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9 - Rabbinic Idealism and Kabbalistic realism: Jewish dimensions of Idealism and Idealist dimensions of Judaism

Published online by Cambridge University Press:  05 December 2013

Paul Franks
Affiliation:
Yale University
Nicholas Boyle
Affiliation:
University of Cambridge
Liz Disley
Affiliation:
University of Cambridge
Nicholas Adams
Affiliation:
University of Edinburgh
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Summary

For over two centuries, Jewish philosophy and post-Kantian Idealism have been intertwined. Habermas has rightly noted ‘the German Idealism of the Jewish philosophers’, asking how, given the Christian or post-Christian character of Idealism, this intimacy is possible. In what follows, I offer an answer. First, however, I will deepen the puzzle. For what is internal to Idealism is not only Christianity or post-Christianity, but specifically the claim that Christianity or post-Christianity has superseded Judaism. Accordingly, Idealism constitutes a challenge to Judaism, which must justify its continued existence in the modern world. This makes it more puzzling that Idealism has attracted so many Jewish philosophers. To solve this puzzle, it is necessary to show that both Kantian and post-Kantian Idealism have what I will call Jewish dimensions – namely, rabbinic Idealism and Kabbalistic realism. By articulating these dimensions, Jewish philosophy has contributed to the inner development of Idealism. Moreover, by re-appropriating these dimensions as Jewish, Jewish philosophers have found within Idealism the resources to respond to the Idealist challenge, by demonstrating that Judaism has not been superseded.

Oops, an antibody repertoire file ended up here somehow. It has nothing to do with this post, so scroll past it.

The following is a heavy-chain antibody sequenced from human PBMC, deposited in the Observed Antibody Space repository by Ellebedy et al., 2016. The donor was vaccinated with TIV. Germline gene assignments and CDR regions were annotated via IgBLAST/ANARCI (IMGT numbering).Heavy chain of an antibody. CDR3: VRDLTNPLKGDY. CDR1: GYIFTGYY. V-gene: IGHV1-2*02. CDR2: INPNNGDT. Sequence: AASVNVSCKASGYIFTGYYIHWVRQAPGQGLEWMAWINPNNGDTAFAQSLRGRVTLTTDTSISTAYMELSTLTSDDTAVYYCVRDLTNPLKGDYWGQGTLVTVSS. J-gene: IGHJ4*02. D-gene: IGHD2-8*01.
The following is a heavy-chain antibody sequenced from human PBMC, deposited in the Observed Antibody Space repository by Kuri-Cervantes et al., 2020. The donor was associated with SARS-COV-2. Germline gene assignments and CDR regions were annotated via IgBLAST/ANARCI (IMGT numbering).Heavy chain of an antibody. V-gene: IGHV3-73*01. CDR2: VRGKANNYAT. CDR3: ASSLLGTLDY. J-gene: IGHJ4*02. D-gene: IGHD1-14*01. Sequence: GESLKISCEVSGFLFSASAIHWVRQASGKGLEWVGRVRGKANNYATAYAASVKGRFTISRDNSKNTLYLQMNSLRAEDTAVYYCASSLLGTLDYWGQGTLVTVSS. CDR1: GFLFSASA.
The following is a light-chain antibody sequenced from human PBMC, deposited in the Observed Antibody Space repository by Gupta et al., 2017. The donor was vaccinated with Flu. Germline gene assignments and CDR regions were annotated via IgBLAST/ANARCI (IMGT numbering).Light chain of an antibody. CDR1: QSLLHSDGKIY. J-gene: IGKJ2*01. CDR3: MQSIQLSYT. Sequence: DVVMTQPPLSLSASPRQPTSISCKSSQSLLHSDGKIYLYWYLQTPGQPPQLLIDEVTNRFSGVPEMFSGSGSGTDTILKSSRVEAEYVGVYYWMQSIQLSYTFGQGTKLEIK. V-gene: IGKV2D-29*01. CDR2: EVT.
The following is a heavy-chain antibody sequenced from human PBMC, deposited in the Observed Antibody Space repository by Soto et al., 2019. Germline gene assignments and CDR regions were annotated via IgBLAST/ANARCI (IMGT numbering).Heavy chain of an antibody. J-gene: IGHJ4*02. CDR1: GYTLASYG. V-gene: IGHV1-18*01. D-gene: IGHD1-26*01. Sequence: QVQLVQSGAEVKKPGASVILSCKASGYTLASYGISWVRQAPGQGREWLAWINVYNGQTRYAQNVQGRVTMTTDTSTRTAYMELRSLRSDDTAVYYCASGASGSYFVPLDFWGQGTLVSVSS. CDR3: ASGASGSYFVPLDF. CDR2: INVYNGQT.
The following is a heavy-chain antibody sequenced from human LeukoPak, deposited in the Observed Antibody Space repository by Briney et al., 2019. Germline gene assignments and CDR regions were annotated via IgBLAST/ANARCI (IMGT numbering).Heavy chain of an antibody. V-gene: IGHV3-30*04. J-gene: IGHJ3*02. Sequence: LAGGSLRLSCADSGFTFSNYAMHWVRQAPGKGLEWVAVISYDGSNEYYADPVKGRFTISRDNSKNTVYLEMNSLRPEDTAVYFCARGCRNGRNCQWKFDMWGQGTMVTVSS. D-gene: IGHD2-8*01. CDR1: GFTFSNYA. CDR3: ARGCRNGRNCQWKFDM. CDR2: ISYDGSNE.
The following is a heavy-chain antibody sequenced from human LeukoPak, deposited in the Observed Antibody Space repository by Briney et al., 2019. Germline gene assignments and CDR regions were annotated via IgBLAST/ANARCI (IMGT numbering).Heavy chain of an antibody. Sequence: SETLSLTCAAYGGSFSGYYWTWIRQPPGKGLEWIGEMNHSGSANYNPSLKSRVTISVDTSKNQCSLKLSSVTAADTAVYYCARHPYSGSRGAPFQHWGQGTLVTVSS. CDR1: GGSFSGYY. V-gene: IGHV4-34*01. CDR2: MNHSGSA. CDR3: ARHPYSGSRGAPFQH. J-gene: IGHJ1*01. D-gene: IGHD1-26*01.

The seeds of all these developments lie in works by Salomon Maimon, published between 1790 and 1793. In a sadly illuminating illustration of Idealism's complex relationship to Judaism and Jewishness, Kant said of Maimon, ‘none of my critics understood me or the main questions so well.’ He also complained about Maimon's proposed ‘improvement’ of the critical response to these questions that, ‘Jews always like…to gain an air of importance for themselves at someone else's expense’. The anti-Judaic trope is all too familiar. Anxiety concerning Christianity's derivativeness from Judaism and Judaism's capacity for vitality under adverse conditions gives rise to the prejudice that Jews cannot be original and that, since Jewish promotion is always undeserved, it must always involve some non-Jew's unfair demotion. Maimon was interested only in contributing to philosophy. His successors were also interested in showing that Judaism deserved to survive in the modern world.

Type
Chapter
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The Impact of Idealism
The Legacy of Post-Kantian German Thought
, pp. 219 - 245
Publisher: Cambridge University Press
Print publication year: 2013

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